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Lions Roar : July 2015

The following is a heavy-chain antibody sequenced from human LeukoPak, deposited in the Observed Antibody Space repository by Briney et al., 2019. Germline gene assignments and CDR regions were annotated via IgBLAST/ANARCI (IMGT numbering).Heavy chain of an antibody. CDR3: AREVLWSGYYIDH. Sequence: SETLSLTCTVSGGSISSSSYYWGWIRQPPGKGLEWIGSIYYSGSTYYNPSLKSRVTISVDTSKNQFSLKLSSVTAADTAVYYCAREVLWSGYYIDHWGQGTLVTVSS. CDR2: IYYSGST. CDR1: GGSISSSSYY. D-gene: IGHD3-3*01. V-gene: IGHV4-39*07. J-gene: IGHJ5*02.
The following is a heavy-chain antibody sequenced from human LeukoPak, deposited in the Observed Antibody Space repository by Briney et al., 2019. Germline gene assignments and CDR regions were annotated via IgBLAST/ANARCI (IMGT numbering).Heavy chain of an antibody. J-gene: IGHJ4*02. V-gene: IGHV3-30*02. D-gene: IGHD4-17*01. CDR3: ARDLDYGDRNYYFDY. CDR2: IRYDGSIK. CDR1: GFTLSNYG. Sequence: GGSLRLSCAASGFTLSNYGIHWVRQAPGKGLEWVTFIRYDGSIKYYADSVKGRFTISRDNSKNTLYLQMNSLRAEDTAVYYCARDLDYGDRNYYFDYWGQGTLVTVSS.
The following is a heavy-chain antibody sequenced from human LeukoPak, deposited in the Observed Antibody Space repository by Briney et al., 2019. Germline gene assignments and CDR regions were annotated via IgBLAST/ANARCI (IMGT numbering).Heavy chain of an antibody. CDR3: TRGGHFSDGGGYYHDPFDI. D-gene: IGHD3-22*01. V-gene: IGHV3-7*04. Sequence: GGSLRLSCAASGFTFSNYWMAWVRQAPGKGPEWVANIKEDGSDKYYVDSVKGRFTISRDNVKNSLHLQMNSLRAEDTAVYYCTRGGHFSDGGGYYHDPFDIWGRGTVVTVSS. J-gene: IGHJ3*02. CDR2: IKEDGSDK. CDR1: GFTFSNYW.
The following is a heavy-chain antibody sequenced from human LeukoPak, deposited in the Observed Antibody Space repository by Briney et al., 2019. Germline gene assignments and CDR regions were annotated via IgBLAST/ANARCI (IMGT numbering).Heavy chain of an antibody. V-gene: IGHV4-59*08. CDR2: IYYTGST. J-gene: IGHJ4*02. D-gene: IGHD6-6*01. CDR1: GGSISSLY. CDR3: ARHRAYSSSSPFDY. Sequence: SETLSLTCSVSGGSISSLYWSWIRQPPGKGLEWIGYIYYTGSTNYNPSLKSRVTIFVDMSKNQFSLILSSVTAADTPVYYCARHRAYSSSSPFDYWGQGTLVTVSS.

There was a time when punks were seen as just anarchists and hoodlums. How do you find people respond to you these days? Punks are becoming open to spiritual practice, and more traditional spiritual types are becoming open to punks. At the yoga studio where I go there are all types of people, and it’s beautiful. I’m making friends and practicing with sweet elderly women who maybe once wouldn’t have interacted with a guy covered in tattoos. It seems the more I’m myself, the more acceptance I encounter. What brought you to Buddhist practice? When I was 16, my mother, who was pretty spiritual, passed after a long battle with cancer. The next year, my sister Ana was killed in a car accident. I went into a dark place, trying for a long while to avoid feeling the pain. When I was 21, we were on tour with the Epoxies. Their singer Roxy saw I was hurting and gave me a copy of Noah Levine’s Dharma Punx. I saw you could be punk rock and spiritual. Soon I found myself reading all I could, and started a daily meditation practice—perhaps the most important thing I’ve ever done for myself. My heart began to soften, my mind calmed down, and I faced my sadness. I found that the more I integrated Bud- dhist practices into my life, the happier I was. Life became less about me and more about others. Eventually I was led to yoga, too, and I’m about to complete my yoga teacher training. Do you identify with a particular Buddhist school or teacher? That’s evolving all the time. One thing I love about Buddhism is that you can be atheist, Christian, Jewish, Hindu, agnostic, or whatever, and still practice it. There aren’t a lot of centers here in Wyoming, but there’s a small sangha in the tradition of Thich Nhat Hanh that I sit with sometimes. I love the seeming sim- plicity of Zen and identify strongly with the Mahayana ideal of the bodhisattva. And while I realize there are differences, the eight limbs of Ashtanga yoga inter- twine beautifully with many of the aspects of Buddhism I connect with. Teenage Bottlerocket is currently touring for its new LP, Tales From Wyoming. Is it tough to keep up your practices when you’re on the road? Traveling with friends, doing something I love, is incredible. But free time is lim- ited, sleep is a precious commodity, and every day is different. So it’s difficult to maintain a routine. No matter what, I meditate every morning—maybe not as much as I’d like, but at least ten to fifteen minutes. Yoga is more challenging. If I’m lucky, there will be a studio I can get to. If not, I’ll do some asana backstage. How do your band- and tour-mates feel about your practice? I’m not sure if everyone really gets it, but we love each other like brothers and respect each other’s rituals and space. If anyone sees me sitting cross-legged, facing a wall, they generally let me do my thing. What do you say to friends and fans who are curious about practice? Touring in a punk rock band gives me a great chance to share my spiritual prac- tice with people who might not normally investigate this stuff. I tell them to just sit, every day. Just sitting and breathing will start to open doors. ♦ Q&A Out of a Dark Place Teenage Bottlerocket bassist MIGUEL CHEN brings his spiritual practice to the punk rock scene. CHRISDOUGLASS One week after Tales from Wyoming’s release, Teenage Bottlerocket debuted on the Billboard charts— at #4 on “Heatseekers,” #10 on “Hard Rock Albums,” and #22 on the Independent chart. SHAMBHALA SUN JULY 2015 15 CULTURE • LIFE • PRACTICE